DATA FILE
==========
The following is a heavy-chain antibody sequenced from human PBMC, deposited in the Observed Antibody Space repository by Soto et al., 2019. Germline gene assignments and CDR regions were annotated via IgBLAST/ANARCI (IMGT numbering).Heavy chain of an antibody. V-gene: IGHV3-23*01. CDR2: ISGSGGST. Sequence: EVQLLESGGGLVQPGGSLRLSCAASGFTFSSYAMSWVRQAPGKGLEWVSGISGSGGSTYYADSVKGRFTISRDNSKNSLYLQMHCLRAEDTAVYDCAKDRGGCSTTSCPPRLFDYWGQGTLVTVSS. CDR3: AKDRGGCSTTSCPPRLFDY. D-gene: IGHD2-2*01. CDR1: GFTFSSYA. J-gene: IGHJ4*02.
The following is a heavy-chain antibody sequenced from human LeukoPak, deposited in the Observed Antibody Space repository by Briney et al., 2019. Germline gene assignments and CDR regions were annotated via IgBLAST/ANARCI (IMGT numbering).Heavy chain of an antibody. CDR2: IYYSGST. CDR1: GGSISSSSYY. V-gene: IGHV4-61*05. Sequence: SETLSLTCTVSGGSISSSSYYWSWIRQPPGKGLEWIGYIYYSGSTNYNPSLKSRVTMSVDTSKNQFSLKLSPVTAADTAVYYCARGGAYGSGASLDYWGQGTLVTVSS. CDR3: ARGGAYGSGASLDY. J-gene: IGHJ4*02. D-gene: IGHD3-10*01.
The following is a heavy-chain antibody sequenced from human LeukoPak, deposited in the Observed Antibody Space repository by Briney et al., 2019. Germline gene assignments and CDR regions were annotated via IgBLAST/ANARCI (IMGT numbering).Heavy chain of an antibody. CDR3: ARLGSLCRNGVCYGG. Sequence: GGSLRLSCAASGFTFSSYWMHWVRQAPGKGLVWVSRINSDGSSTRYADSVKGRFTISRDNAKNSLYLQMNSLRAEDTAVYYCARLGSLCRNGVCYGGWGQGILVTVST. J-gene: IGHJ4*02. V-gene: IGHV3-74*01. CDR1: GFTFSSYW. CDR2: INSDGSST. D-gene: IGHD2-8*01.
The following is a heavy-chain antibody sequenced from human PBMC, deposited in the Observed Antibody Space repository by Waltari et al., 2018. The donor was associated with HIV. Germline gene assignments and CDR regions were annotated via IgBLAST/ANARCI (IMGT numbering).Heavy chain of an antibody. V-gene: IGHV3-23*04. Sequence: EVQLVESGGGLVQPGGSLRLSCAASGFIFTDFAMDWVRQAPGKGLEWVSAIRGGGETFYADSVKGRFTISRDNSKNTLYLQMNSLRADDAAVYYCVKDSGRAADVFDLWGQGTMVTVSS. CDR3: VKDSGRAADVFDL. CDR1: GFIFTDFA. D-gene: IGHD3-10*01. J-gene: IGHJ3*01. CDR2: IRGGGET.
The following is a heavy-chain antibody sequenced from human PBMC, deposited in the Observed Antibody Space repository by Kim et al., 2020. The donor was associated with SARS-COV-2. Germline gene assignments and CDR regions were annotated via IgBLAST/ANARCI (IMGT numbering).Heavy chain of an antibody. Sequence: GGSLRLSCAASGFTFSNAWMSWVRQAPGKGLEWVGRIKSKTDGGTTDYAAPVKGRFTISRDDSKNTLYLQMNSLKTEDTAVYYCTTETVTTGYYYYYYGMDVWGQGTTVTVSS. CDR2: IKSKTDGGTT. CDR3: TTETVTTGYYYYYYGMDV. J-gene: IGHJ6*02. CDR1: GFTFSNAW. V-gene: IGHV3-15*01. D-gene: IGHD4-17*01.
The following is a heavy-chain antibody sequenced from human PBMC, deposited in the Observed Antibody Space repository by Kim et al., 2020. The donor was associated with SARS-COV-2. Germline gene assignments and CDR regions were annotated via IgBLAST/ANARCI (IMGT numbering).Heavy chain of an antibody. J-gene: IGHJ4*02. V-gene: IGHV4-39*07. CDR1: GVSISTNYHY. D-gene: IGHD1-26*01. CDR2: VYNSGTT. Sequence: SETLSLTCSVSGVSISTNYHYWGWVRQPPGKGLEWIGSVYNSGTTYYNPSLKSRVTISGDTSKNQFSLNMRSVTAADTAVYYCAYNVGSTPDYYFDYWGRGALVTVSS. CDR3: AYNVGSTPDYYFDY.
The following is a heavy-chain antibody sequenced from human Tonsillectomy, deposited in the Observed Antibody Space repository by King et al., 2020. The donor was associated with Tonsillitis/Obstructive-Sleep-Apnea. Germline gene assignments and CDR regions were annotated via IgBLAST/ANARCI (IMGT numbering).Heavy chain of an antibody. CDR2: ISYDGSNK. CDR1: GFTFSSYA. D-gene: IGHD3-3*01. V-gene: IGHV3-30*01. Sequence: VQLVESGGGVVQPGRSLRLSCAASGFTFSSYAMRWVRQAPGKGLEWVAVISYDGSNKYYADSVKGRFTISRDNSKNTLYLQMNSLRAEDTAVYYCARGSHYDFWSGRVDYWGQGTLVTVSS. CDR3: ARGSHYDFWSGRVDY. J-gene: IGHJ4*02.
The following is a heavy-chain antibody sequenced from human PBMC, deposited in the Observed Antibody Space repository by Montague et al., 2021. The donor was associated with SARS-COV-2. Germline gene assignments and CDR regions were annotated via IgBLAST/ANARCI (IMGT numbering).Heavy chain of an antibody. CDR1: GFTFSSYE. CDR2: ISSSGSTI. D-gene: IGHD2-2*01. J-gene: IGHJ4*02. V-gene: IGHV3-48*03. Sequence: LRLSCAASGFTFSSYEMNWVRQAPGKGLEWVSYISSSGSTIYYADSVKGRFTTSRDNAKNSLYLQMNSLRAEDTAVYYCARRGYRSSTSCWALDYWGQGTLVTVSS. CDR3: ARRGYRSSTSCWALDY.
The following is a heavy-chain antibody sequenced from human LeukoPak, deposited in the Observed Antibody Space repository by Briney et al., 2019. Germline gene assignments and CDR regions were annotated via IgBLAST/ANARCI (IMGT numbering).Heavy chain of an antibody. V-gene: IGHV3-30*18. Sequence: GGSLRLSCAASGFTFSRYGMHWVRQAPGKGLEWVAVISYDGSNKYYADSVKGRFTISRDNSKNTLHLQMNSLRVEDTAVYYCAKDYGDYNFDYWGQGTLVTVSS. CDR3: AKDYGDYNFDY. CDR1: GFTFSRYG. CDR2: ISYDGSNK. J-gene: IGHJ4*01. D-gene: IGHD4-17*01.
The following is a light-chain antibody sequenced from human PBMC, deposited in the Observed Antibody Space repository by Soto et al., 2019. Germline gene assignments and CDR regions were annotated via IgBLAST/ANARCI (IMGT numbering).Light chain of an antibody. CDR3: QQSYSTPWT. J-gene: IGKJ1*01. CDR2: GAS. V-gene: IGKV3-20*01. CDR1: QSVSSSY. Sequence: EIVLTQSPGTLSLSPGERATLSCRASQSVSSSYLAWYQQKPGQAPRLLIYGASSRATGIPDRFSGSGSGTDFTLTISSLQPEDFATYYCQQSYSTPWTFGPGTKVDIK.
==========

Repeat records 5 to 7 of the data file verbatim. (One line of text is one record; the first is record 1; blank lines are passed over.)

The following is a heavy-chain antibody sequenced from human PBMC, deposited in the Observed Antibody Space repository by Kim et al., 2020. The donor was associated with SARS-COV-2. Germline gene assignments and CDR regions were annotated via IgBLAST/ANARCI (IMGT numbering).Heavy chain of an antibody. Sequence: GGSLRLSCAASGFTFSNAWMSWVRQAPGKGLEWVGRIKSKTDGGTTDYAAPVKGRFTISRDDSKNTLYLQMNSLKTEDTAVYYCTTETVTTGYYYYYYGMDVWGQGTTVTVSS. CDR2: IKSKTDGGTT. CDR3: TTETVTTGYYYYYYGMDV. J-gene: IGHJ6*02. CDR1: GFTFSNAW. V-gene: IGHV3-15*01. D-gene: IGHD4-17*01.
The following is a heavy-chain antibody sequenced from human PBMC, deposited in the Observed Antibody Space repository by Kim et al., 2020. The donor was associated with SARS-COV-2. Germline gene assignments and CDR regions were annotated via IgBLAST/ANARCI (IMGT numbering).Heavy chain of an antibody. J-gene: IGHJ4*02. V-gene: IGHV4-39*07. CDR1: GVSISTNYHY. D-gene: IGHD1-26*01. CDR2: VYNSGTT. Sequence: SETLSLTCSVSGVSISTNYHYWGWVRQPPGKGLEWIGSVYNSGTTYYNPSLKSRVTISGDTSKNQFSLNMRSVTAADTAVYYCAYNVGSTPDYYFDYWGRGALVTVSS. CDR3: AYNVGSTPDYYFDY.
The following is a heavy-chain antibody sequenced from human Tonsillectomy, deposited in the Observed Antibody Space repository by King et al., 2020. The donor was associated with Tonsillitis/Obstructive-Sleep-Apnea. Germline gene assignments and CDR regions were annotated via IgBLAST/ANARCI (IMGT numbering).Heavy chain of an antibody. CDR2: ISYDGSNK. CDR1: GFTFSSYA. D-gene: IGHD3-3*01. V-gene: IGHV3-30*01. Sequence: VQLVESGGGVVQPGRSLRLSCAASGFTFSSYAMRWVRQAPGKGLEWVAVISYDGSNKYYADSVKGRFTISRDNSKNTLYLQMNSLRAEDTAVYYCARGSHYDFWSGRVDYWGQGTLVTVSS. CDR3: ARGSHYDFWSGRVDY. J-gene: IGHJ4*02.